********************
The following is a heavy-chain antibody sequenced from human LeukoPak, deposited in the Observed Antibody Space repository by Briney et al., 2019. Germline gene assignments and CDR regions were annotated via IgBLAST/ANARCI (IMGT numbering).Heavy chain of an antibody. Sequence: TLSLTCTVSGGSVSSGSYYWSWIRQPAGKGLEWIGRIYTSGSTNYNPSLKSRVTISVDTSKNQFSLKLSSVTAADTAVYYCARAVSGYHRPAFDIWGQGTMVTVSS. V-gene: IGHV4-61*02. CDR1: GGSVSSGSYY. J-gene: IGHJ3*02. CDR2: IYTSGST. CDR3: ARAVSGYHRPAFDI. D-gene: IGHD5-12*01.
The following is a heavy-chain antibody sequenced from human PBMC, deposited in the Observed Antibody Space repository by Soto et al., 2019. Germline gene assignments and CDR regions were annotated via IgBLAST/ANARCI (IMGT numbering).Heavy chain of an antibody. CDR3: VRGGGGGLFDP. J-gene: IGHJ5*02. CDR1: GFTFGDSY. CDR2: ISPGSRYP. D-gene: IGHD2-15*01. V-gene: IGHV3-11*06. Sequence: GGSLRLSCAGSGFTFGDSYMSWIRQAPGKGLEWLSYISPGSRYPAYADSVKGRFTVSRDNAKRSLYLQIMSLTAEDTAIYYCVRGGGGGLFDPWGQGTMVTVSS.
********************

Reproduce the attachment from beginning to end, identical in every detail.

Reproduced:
The following is a heavy-chain antibody sequenced from human LeukoPak, deposited in the Observed Antibody Space repository by Briney et al., 2019. Germline gene assignments and CDR regions were annotated via IgBLAST/ANARCI (IMGT numbering).Heavy chain of an antibody. Sequence: TLSLTCTVSGGSVSSGSYYWSWIRQPAGKGLEWIGRIYTSGSTNYNPSLKSRVTISVDTSKNQFSLKLSSVTAADTAVYYCARAVSGYHRPAFDIWGQGTMVTVSS. V-gene: IGHV4-61*02. CDR1: GGSVSSGSYY. J-gene: IGHJ3*02. CDR2: IYTSGST. CDR3: ARAVSGYHRPAFDI. D-gene: IGHD5-12*01.
The following is a heavy-chain antibody sequenced from human PBMC, deposited in the Observed Antibody Space repository by Soto et al., 2019. Germline gene assignments and CDR regions were annotated via IgBLAST/ANARCI (IMGT numbering).Heavy chain of an antibody. CDR3: VRGGGGGLFDP. J-gene: IGHJ5*02. CDR1: GFTFGDSY. CDR2: ISPGSRYP. D-gene: IGHD2-15*01. V-gene: IGHV3-11*06. Sequence: GGSLRLSCAGSGFTFGDSYMSWIRQAPGKGLEWLSYISPGSRYPAYADSVKGRFTVSRDNAKRSLYLQIMSLTAEDTAIYYCVRGGGGGLFDPWGQGTMVTVSS.